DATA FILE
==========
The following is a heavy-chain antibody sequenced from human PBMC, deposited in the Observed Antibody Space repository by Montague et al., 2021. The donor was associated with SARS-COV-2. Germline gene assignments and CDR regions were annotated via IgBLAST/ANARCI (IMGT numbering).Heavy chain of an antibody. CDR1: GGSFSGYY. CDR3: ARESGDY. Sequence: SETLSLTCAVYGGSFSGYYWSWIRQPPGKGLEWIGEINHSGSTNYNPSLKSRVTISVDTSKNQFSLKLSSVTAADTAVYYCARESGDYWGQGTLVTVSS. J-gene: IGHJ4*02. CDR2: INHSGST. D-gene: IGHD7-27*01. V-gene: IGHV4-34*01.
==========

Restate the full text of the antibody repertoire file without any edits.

The following is a heavy-chain antibody sequenced from human PBMC, deposited in the Observed Antibody Space repository by Montague et al., 2021. The donor was associated with SARS-COV-2. Germline gene assignments and CDR regions were annotated via IgBLAST/ANARCI (IMGT numbering).Heavy chain of an antibody. CDR1: GGSFSGYY. CDR3: ARESGDY. Sequence: SETLSLTCAVYGGSFSGYYWSWIRQPPGKGLEWIGEINHSGSTNYNPSLKSRVTISVDTSKNQFSLKLSSVTAADTAVYYCARESGDYWGQGTLVTVSS. J-gene: IGHJ4*02. CDR2: INHSGST. D-gene: IGHD7-27*01. V-gene: IGHV4-34*01.